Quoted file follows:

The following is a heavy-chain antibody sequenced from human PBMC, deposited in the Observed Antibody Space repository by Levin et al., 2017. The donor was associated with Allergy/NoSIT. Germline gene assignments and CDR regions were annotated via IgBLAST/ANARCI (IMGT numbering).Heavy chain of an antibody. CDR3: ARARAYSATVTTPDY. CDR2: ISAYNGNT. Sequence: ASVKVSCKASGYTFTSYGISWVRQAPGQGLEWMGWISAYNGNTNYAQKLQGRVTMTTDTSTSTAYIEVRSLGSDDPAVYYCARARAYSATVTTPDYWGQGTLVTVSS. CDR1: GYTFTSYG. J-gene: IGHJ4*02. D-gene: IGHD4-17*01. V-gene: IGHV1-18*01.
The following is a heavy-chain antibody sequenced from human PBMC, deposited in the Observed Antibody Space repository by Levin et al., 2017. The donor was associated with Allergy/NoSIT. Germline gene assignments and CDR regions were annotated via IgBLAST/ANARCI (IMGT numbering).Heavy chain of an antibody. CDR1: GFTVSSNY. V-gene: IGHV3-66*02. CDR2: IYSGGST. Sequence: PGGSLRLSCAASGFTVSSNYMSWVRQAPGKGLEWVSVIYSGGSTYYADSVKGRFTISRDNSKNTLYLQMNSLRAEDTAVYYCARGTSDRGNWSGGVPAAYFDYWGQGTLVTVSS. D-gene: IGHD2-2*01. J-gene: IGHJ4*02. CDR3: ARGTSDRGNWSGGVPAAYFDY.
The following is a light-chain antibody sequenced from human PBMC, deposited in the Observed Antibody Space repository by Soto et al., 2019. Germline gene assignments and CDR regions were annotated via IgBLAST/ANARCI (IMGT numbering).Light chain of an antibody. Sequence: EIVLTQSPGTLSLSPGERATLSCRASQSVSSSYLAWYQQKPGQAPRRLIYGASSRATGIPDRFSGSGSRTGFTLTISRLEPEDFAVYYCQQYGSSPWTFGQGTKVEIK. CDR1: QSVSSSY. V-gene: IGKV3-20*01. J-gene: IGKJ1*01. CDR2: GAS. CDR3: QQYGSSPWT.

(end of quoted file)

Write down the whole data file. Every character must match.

The following is a heavy-chain antibody sequenced from human PBMC, deposited in the Observed Antibody Space repository by Levin et al., 2017. The donor was associated with Allergy/NoSIT. Germline gene assignments and CDR regions were annotated via IgBLAST/ANARCI (IMGT numbering).Heavy chain of an antibody. CDR3: ARARAYSATVTTPDY. CDR2: ISAYNGNT. Sequence: ASVKVSCKASGYTFTSYGISWVRQAPGQGLEWMGWISAYNGNTNYAQKLQGRVTMTTDTSTSTAYIEVRSLGSDDPAVYYCARARAYSATVTTPDYWGQGTLVTVSS. CDR1: GYTFTSYG. J-gene: IGHJ4*02. D-gene: IGHD4-17*01. V-gene: IGHV1-18*01.
The following is a heavy-chain antibody sequenced from human PBMC, deposited in the Observed Antibody Space repository by Levin et al., 2017. The donor was associated with Allergy/NoSIT. Germline gene assignments and CDR regions were annotated via IgBLAST/ANARCI (IMGT numbering).Heavy chain of an antibody. CDR1: GFTVSSNY. V-gene: IGHV3-66*02. CDR2: IYSGGST. Sequence: PGGSLRLSCAASGFTVSSNYMSWVRQAPGKGLEWVSVIYSGGSTYYADSVKGRFTISRDNSKNTLYLQMNSLRAEDTAVYYCARGTSDRGNWSGGVPAAYFDYWGQGTLVTVSS. D-gene: IGHD2-2*01. J-gene: IGHJ4*02. CDR3: ARGTSDRGNWSGGVPAAYFDY.
The following is a light-chain antibody sequenced from human PBMC, deposited in the Observed Antibody Space repository by Soto et al., 2019. Germline gene assignments and CDR regions were annotated via IgBLAST/ANARCI (IMGT numbering).Light chain of an antibody. Sequence: EIVLTQSPGTLSLSPGERATLSCRASQSVSSSYLAWYQQKPGQAPRRLIYGASSRATGIPDRFSGSGSRTGFTLTISRLEPEDFAVYYCQQYGSSPWTFGQGTKVEIK. CDR1: QSVSSSY. V-gene: IGKV3-20*01. J-gene: IGKJ1*01. CDR2: GAS. CDR3: QQYGSSPWT.